By Jim Dagg
I don’t know how it feels to everyone else but, as a Canadian who believes he lives in a mostly just pluralist welfare state… left-wing populism seems to make a lot more sense than right-wing populism. Characterized as wanting to address socio-economic challenges, rather than socio-cultural ones seems clearly the better way to deal with societies ills. If people are working and/or feeling supported by their government, then they have less to be resentful about.
The inclusionary vs exclusionary comparison further validates this viewpoint. Where the left tends to want the state to provide material support to the poor (“including” them in beneficial policies), all the right seems to offer is an enemy (“excluded” immigrants and assorted others) on which to place blame for their problems.
Further, the targeting of elites seems so much more natural for the left. Neo-liberalism, as a jobs-killer is an excellent external elite. Also large corporations which don’t pay enough taxes and don’t give their workers a fair wage are great targets. On the right, when they want to make enemies of immigrants and others they have to blame someone for the policies that permit such things to happen. When the right is in power, that could be trouble. Luckily in Europe you can always blame the EU – which is so naturally an elite.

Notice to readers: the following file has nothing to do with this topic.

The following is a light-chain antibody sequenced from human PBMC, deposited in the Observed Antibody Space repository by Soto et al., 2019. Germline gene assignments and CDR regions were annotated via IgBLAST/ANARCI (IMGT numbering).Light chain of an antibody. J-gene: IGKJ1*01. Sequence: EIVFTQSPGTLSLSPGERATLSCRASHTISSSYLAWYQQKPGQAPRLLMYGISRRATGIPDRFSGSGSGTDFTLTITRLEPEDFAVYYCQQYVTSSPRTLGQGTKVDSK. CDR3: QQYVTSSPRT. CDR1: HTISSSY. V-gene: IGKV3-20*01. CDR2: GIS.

I appreciated the authors (Fieschi and Mudde/Kaltwasser at least) who spoke about populism’s relationship to democracy. It can be “both a threat and a corrective for democracy”. Because they give voice to groups that feel ignored by government, populist parties can alter the political discourse in a positive (say corrective) way. Mind you, they don’t necessarily want change (particularly on the right): they benefit from a thriving resentment.